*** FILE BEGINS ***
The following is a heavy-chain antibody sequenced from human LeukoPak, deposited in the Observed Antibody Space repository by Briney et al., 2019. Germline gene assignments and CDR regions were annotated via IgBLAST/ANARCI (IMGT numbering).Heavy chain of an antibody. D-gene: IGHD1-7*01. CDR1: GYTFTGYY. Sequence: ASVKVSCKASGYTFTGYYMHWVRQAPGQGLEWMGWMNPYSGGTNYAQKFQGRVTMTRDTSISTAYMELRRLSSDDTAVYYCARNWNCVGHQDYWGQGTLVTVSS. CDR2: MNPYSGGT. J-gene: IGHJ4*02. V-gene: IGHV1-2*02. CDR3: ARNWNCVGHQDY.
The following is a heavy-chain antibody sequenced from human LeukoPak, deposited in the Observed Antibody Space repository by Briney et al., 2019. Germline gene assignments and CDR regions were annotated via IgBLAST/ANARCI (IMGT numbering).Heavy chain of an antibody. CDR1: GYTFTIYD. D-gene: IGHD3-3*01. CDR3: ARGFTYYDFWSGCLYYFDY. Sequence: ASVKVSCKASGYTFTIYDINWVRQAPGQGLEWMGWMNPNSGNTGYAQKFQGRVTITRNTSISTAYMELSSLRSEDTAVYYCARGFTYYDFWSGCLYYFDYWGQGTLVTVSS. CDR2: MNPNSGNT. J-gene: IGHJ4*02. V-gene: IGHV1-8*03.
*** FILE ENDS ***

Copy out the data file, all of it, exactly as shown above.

The following is a heavy-chain antibody sequenced from human LeukoPak, deposited in the Observed Antibody Space repository by Briney et al., 2019. Germline gene assignments and CDR regions were annotated via IgBLAST/ANARCI (IMGT numbering).Heavy chain of an antibody. D-gene: IGHD1-7*01. CDR1: GYTFTGYY. Sequence: ASVKVSCKASGYTFTGYYMHWVRQAPGQGLEWMGWMNPYSGGTNYAQKFQGRVTMTRDTSISTAYMELRRLSSDDTAVYYCARNWNCVGHQDYWGQGTLVTVSS. CDR2: MNPYSGGT. J-gene: IGHJ4*02. V-gene: IGHV1-2*02. CDR3: ARNWNCVGHQDY.
The following is a heavy-chain antibody sequenced from human LeukoPak, deposited in the Observed Antibody Space repository by Briney et al., 2019. Germline gene assignments and CDR regions were annotated via IgBLAST/ANARCI (IMGT numbering).Heavy chain of an antibody. CDR1: GYTFTIYD. D-gene: IGHD3-3*01. CDR3: ARGFTYYDFWSGCLYYFDY. Sequence: ASVKVSCKASGYTFTIYDINWVRQAPGQGLEWMGWMNPNSGNTGYAQKFQGRVTITRNTSISTAYMELSSLRSEDTAVYYCARGFTYYDFWSGCLYYFDYWGQGTLVTVSS. CDR2: MNPNSGNT. J-gene: IGHJ4*02. V-gene: IGHV1-8*03.